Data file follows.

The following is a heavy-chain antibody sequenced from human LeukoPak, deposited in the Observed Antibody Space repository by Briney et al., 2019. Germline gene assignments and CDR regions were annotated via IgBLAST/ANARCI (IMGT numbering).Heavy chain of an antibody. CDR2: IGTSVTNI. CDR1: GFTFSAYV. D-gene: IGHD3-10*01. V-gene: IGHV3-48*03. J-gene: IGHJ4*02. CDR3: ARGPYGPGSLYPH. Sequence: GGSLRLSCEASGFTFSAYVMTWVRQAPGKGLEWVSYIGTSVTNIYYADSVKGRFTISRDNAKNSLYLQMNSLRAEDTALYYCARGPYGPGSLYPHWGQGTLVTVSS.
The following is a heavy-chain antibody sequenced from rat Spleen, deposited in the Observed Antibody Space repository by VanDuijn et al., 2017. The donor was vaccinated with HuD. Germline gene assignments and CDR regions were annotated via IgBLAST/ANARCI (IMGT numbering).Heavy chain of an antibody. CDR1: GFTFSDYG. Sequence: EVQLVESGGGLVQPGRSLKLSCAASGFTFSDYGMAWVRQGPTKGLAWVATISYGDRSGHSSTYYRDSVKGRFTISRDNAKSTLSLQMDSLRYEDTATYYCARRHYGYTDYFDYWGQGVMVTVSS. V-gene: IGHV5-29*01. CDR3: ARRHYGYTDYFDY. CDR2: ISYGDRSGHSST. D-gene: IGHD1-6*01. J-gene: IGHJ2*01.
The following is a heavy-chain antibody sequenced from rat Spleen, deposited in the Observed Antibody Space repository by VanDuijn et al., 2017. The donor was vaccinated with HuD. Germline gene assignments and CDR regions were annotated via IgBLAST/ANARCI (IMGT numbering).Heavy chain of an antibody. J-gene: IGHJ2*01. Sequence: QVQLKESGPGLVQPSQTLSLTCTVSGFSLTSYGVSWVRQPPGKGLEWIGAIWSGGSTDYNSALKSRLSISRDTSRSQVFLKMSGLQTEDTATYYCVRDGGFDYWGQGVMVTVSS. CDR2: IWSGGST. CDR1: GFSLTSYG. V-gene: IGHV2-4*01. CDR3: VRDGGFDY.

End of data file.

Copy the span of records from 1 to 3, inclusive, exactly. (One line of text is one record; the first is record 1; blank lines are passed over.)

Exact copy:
The following is a heavy-chain antibody sequenced from human LeukoPak, deposited in the Observed Antibody Space repository by Briney et al., 2019. Germline gene assignments and CDR regions were annotated via IgBLAST/ANARCI (IMGT numbering).Heavy chain of an antibody. CDR2: IGTSVTNI. CDR1: GFTFSAYV. D-gene: IGHD3-10*01. V-gene: IGHV3-48*03. J-gene: IGHJ4*02. CDR3: ARGPYGPGSLYPH. Sequence: GGSLRLSCEASGFTFSAYVMTWVRQAPGKGLEWVSYIGTSVTNIYYADSVKGRFTISRDNAKNSLYLQMNSLRAEDTALYYCARGPYGPGSLYPHWGQGTLVTVSS.
The following is a heavy-chain antibody sequenced from rat Spleen, deposited in the Observed Antibody Space repository by VanDuijn et al., 2017. The donor was vaccinated with HuD. Germline gene assignments and CDR regions were annotated via IgBLAST/ANARCI (IMGT numbering).Heavy chain of an antibody. CDR1: GFTFSDYG. Sequence: EVQLVESGGGLVQPGRSLKLSCAASGFTFSDYGMAWVRQGPTKGLAWVATISYGDRSGHSSTYYRDSVKGRFTISRDNAKSTLSLQMDSLRYEDTATYYCARRHYGYTDYFDYWGQGVMVTVSS. V-gene: IGHV5-29*01. CDR3: ARRHYGYTDYFDY. CDR2: ISYGDRSGHSST. D-gene: IGHD1-6*01. J-gene: IGHJ2*01.
The following is a heavy-chain antibody sequenced from rat Spleen, deposited in the Observed Antibody Space repository by VanDuijn et al., 2017. The donor was vaccinated with HuD. Germline gene assignments and CDR regions were annotated via IgBLAST/ANARCI (IMGT numbering).Heavy chain of an antibody. J-gene: IGHJ2*01. Sequence: QVQLKESGPGLVQPSQTLSLTCTVSGFSLTSYGVSWVRQPPGKGLEWIGAIWSGGSTDYNSALKSRLSISRDTSRSQVFLKMSGLQTEDTATYYCVRDGGFDYWGQGVMVTVSS. CDR2: IWSGGST. CDR1: GFSLTSYG. V-gene: IGHV2-4*01. CDR3: VRDGGFDY.